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+ 433 It is to be regretted that the rich and powerful too often bend the acts of government to their selfish purposes. Distinctions in society will always exist under every just government. Equality of talents, of education, or of wealth can not be produced by human institutions. In the full enjoyment of the gifts of Heaven and the fruits of superior industry, economy, and virtue, every man is equally entitled to protection by law; but when the laws undertake to add to these natural and just advantages artificial distinctions, to grant titles, gratuities, and exclusive privileges, to make the rich richer and the potent more powerful, the humble members of society — the farmers, mechanics, and laborers — who have neither the time nor the means of securing like favors to themselves, have a right to complain of the injustice of their government. There are no necessary evils in government. Its evils exist only in its abuses. If it would confine itself to equal protection, and, as Heaven does its rains, shower its favors alike on the high and the low, the rich and the poor, it would be an unqualified blessing. Andrew Jackson

+ 450 I agree with you, Mr. Chairman, that the working men are the basis of all governments, for the plain reason that they are the most numerous, and as you added that those were the sentiments of the gentlemen present, representing not only the working class, but citizens of other callings than those of the mechanic, I am happy to concur with you in these sentiments, not only of the native born citizens, but also of the Germans and foreigners from other countries. Mr. Chairman, I hold that while man exists, it is his duty to improve not only his own condition, but to assist in ameliorating mankind; and therefore, without entering upon the details of the question, I will simply say, that I am for those means which will give the greatest good to the greatest number. Abraham Lincoln

+ 342 We may assume the existence of an aether; only we must give up ascribing a definite state of motion to it, i.e. we must by abstraction take from it the last mechanical characteristic which Lorentz had still left it. … But this ether may not be thought of as endowed with the quality characteristic of ponderable inedia, as consisting of parts which may be tracked through time. The idea of motion may not be applied to it. Albert Einstein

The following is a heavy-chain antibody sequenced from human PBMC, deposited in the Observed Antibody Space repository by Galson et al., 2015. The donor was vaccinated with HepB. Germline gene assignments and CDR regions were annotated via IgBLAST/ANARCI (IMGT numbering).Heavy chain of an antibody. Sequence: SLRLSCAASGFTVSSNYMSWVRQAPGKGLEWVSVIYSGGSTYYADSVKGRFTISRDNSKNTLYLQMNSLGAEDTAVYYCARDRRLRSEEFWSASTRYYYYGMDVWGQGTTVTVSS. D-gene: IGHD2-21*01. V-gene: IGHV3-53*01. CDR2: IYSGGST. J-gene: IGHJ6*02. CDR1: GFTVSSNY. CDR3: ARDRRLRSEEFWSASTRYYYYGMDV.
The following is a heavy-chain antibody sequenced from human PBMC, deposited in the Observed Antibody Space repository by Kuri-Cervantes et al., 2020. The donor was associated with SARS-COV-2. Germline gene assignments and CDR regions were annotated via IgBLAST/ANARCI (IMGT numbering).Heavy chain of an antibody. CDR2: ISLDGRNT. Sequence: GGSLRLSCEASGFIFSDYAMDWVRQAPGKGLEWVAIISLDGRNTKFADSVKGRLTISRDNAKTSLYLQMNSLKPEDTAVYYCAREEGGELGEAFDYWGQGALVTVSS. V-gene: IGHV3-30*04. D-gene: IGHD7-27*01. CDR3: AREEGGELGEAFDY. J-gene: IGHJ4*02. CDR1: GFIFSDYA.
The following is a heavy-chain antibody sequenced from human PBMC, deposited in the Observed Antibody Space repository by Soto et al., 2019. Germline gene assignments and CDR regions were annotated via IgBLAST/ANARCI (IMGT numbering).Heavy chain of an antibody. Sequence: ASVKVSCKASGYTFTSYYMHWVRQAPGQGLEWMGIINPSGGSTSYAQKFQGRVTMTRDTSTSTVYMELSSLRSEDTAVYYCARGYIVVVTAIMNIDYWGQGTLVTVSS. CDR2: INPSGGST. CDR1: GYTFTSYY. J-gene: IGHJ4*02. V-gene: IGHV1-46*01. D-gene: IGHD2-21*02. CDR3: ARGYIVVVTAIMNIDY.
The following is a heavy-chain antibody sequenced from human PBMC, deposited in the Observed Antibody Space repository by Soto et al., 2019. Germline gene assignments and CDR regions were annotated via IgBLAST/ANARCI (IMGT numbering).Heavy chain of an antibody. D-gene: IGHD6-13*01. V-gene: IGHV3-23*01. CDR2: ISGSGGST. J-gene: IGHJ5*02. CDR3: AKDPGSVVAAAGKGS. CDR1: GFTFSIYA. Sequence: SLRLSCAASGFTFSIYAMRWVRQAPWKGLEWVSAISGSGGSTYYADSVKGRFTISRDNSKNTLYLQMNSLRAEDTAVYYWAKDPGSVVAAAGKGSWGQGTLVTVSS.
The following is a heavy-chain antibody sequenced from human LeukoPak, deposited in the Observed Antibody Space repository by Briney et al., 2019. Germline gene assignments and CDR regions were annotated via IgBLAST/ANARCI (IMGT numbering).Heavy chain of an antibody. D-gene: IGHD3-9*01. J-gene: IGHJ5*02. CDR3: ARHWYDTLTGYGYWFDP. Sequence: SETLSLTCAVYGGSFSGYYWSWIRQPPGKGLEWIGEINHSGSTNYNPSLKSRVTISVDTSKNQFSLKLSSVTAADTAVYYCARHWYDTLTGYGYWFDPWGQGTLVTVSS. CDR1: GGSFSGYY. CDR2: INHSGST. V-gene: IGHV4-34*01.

+ 303 Quantum mechanics is certainly imposing. But an inner voice tells me that it is not yet the real thing. The theory says a lot, but does not really bring us any closer to the secret of the "old one." I, at any rate, am convinced that He does not throw dice. Albert Einstein

+ 466 It is therefore easy to see why the churches have always fought science and persecuted its devotees. On the other hand, I maintain that the cosmic religious feeling is the strongest and noblest motive for scientific research. Only those who realize the immense efforts and, above all, the devotion without which pioneer work in theoretical science cannot be achieved are able to grasp the strength of the emotion out of which alone such work, remote as it is from the immediate realities of life, can issue. What a deep conviction of the rationality of the universe and what a yearning to understand, were it but a feeble reflection of the mind revealed in this world, Kepler and Newton must have had to enable them to spend years of solitary labor in disentangling the principles of celestial mechanics! Those whose acquaintance with scientific research is derived chiefly from its practical results easily develop a completely false notion of the mentality of the men who, surrounded by a skeptical world, have shown the way to kindred spirits scattered wide through the world and through the centuries. Only one who has devoted his life to similar ends can have a vivid realization of what has inspired these men and given them the strength to remain true to their purpose in spite of countless failures. It is cosmic religious feeling that gives a man such strength. A contemporary has said, not unjustly, that in this materialistic age of ours the serious scientific workers are the only profoundly religious people. Albert Einstein